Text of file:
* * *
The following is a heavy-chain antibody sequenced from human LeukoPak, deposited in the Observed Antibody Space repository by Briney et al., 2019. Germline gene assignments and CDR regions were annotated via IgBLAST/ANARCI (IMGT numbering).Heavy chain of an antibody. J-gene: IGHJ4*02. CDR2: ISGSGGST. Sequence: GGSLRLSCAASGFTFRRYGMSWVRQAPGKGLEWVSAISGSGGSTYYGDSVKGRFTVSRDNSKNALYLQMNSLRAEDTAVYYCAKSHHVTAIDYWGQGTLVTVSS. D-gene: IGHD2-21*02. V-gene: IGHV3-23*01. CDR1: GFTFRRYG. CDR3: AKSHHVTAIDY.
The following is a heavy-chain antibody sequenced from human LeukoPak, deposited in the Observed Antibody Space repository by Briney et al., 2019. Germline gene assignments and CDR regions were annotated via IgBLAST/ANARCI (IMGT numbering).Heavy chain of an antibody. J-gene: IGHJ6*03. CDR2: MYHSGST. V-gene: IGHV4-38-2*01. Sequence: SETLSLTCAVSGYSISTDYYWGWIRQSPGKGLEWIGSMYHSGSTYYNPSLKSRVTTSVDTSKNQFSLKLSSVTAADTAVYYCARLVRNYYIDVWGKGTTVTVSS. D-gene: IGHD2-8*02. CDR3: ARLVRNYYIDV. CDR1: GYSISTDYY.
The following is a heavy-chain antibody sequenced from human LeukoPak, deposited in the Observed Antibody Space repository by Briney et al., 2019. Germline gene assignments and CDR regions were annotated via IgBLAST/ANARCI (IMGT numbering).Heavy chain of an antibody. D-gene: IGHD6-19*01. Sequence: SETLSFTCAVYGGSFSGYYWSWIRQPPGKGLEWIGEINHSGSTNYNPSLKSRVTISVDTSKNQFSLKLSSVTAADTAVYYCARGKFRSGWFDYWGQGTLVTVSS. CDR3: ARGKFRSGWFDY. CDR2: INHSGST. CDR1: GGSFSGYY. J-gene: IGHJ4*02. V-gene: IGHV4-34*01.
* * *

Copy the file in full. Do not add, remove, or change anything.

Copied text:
The following is a heavy-chain antibody sequenced from human LeukoPak, deposited in the Observed Antibody Space repository by Briney et al., 2019. Germline gene assignments and CDR regions were annotated via IgBLAST/ANARCI (IMGT numbering).Heavy chain of an antibody. J-gene: IGHJ4*02. CDR2: ISGSGGST. Sequence: GGSLRLSCAASGFTFRRYGMSWVRQAPGKGLEWVSAISGSGGSTYYGDSVKGRFTVSRDNSKNALYLQMNSLRAEDTAVYYCAKSHHVTAIDYWGQGTLVTVSS. D-gene: IGHD2-21*02. V-gene: IGHV3-23*01. CDR1: GFTFRRYG. CDR3: AKSHHVTAIDY.
The following is a heavy-chain antibody sequenced from human LeukoPak, deposited in the Observed Antibody Space repository by Briney et al., 2019. Germline gene assignments and CDR regions were annotated via IgBLAST/ANARCI (IMGT numbering).Heavy chain of an antibody. J-gene: IGHJ6*03. CDR2: MYHSGST. V-gene: IGHV4-38-2*01. Sequence: SETLSLTCAVSGYSISTDYYWGWIRQSPGKGLEWIGSMYHSGSTYYNPSLKSRVTTSVDTSKNQFSLKLSSVTAADTAVYYCARLVRNYYIDVWGKGTTVTVSS. D-gene: IGHD2-8*02. CDR3: ARLVRNYYIDV. CDR1: GYSISTDYY.
The following is a heavy-chain antibody sequenced from human LeukoPak, deposited in the Observed Antibody Space repository by Briney et al., 2019. Germline gene assignments and CDR regions were annotated via IgBLAST/ANARCI (IMGT numbering).Heavy chain of an antibody. D-gene: IGHD6-19*01. Sequence: SETLSFTCAVYGGSFSGYYWSWIRQPPGKGLEWIGEINHSGSTNYNPSLKSRVTISVDTSKNQFSLKLSSVTAADTAVYYCARGKFRSGWFDYWGQGTLVTVSS. CDR3: ARGKFRSGWFDY. CDR2: INHSGST. CDR1: GGSFSGYY. J-gene: IGHJ4*02. V-gene: IGHV4-34*01.